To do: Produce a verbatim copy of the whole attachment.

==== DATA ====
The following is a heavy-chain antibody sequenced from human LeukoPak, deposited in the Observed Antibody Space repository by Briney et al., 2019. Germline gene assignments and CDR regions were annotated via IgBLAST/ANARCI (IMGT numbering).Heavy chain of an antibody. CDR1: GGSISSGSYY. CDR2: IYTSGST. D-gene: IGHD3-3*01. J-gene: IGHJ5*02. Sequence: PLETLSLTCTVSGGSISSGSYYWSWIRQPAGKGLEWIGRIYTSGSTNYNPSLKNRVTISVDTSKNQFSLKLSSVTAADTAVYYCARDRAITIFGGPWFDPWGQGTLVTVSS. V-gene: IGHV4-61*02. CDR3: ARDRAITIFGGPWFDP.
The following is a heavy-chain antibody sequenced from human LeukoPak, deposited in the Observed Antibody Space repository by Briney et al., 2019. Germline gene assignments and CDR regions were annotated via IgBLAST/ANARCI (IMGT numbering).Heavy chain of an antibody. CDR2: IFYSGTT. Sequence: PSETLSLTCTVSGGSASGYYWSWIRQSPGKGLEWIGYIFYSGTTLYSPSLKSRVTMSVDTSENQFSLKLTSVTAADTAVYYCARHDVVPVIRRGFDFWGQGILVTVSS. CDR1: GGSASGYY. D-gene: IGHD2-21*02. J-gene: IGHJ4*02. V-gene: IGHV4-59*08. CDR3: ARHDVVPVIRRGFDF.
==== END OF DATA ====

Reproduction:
The following is a heavy-chain antibody sequenced from human LeukoPak, deposited in the Observed Antibody Space repository by Briney et al., 2019. Germline gene assignments and CDR regions were annotated via IgBLAST/ANARCI (IMGT numbering).Heavy chain of an antibody. CDR1: GGSISSGSYY. CDR2: IYTSGST. D-gene: IGHD3-3*01. J-gene: IGHJ5*02. Sequence: PLETLSLTCTVSGGSISSGSYYWSWIRQPAGKGLEWIGRIYTSGSTNYNPSLKNRVTISVDTSKNQFSLKLSSVTAADTAVYYCARDRAITIFGGPWFDPWGQGTLVTVSS. V-gene: IGHV4-61*02. CDR3: ARDRAITIFGGPWFDP.
The following is a heavy-chain antibody sequenced from human LeukoPak, deposited in the Observed Antibody Space repository by Briney et al., 2019. Germline gene assignments and CDR regions were annotated via IgBLAST/ANARCI (IMGT numbering).Heavy chain of an antibody. CDR2: IFYSGTT. Sequence: PSETLSLTCTVSGGSASGYYWSWIRQSPGKGLEWIGYIFYSGTTLYSPSLKSRVTMSVDTSENQFSLKLTSVTAADTAVYYCARHDVVPVIRRGFDFWGQGILVTVSS. CDR1: GGSASGYY. D-gene: IGHD2-21*02. J-gene: IGHJ4*02. V-gene: IGHV4-59*08. CDR3: ARHDVVPVIRRGFDF.